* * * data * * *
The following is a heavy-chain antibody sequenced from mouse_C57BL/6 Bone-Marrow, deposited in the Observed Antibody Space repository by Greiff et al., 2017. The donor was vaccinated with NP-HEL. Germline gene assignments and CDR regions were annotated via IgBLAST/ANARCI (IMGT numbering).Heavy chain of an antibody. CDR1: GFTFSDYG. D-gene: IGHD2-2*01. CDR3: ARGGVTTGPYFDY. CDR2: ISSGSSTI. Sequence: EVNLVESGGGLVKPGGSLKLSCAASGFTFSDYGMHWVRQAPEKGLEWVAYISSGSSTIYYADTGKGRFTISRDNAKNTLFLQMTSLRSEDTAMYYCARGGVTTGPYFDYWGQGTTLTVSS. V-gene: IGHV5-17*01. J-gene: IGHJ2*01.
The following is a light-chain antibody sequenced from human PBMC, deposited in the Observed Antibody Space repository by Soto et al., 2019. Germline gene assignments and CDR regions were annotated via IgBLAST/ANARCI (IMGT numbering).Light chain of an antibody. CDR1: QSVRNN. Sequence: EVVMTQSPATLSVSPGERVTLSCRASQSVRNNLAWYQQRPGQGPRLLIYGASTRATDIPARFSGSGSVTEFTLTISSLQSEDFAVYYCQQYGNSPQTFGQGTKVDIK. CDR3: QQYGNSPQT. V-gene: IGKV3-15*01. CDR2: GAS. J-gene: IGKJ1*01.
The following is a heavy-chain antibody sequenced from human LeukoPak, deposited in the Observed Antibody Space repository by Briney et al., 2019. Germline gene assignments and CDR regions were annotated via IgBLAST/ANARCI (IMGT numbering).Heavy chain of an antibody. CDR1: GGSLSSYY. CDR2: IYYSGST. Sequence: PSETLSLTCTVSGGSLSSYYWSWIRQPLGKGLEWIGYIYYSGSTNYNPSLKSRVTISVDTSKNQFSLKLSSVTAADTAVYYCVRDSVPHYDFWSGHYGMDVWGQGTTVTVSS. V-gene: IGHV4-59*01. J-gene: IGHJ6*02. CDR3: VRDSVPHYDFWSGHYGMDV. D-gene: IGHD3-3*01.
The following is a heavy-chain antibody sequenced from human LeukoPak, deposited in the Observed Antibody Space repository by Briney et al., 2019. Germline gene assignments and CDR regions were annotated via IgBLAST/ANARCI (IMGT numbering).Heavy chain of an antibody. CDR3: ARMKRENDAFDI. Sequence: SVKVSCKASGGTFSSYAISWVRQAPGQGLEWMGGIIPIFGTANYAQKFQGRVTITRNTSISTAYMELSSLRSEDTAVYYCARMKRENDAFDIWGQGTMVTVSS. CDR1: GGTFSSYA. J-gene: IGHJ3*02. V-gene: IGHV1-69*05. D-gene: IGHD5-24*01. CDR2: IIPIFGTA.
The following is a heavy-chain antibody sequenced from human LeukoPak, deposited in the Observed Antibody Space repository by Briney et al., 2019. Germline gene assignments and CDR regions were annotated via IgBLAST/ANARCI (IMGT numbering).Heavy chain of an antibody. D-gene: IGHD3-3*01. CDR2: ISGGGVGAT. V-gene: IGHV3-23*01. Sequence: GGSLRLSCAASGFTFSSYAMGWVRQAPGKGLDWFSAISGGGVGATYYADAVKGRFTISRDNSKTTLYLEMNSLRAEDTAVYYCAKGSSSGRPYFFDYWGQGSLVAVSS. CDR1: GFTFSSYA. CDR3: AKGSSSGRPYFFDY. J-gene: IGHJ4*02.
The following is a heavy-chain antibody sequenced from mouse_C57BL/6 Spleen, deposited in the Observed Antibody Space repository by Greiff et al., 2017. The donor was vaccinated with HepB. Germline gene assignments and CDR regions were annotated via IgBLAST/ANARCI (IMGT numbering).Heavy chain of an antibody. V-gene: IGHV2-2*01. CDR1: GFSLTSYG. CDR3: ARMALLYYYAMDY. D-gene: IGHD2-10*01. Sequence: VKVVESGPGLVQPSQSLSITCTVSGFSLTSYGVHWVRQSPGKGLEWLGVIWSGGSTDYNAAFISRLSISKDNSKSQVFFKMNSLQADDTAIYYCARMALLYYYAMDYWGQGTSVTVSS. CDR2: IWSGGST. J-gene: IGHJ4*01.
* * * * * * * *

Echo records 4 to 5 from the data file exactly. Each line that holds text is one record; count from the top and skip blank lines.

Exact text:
The following is a heavy-chain antibody sequenced from human LeukoPak, deposited in the Observed Antibody Space repository by Briney et al., 2019. Germline gene assignments and CDR regions were annotated via IgBLAST/ANARCI (IMGT numbering).Heavy chain of an antibody. CDR3: ARMKRENDAFDI. Sequence: SVKVSCKASGGTFSSYAISWVRQAPGQGLEWMGGIIPIFGTANYAQKFQGRVTITRNTSISTAYMELSSLRSEDTAVYYCARMKRENDAFDIWGQGTMVTVSS. CDR1: GGTFSSYA. J-gene: IGHJ3*02. V-gene: IGHV1-69*05. D-gene: IGHD5-24*01. CDR2: IIPIFGTA.
The following is a heavy-chain antibody sequenced from human LeukoPak, deposited in the Observed Antibody Space repository by Briney et al., 2019. Germline gene assignments and CDR regions were annotated via IgBLAST/ANARCI (IMGT numbering).Heavy chain of an antibody. D-gene: IGHD3-3*01. CDR2: ISGGGVGAT. V-gene: IGHV3-23*01. Sequence: GGSLRLSCAASGFTFSSYAMGWVRQAPGKGLDWFSAISGGGVGATYYADAVKGRFTISRDNSKTTLYLEMNSLRAEDTAVYYCAKGSSSGRPYFFDYWGQGSLVAVSS. CDR1: GFTFSSYA. CDR3: AKGSSSGRPYFFDY. J-gene: IGHJ4*02.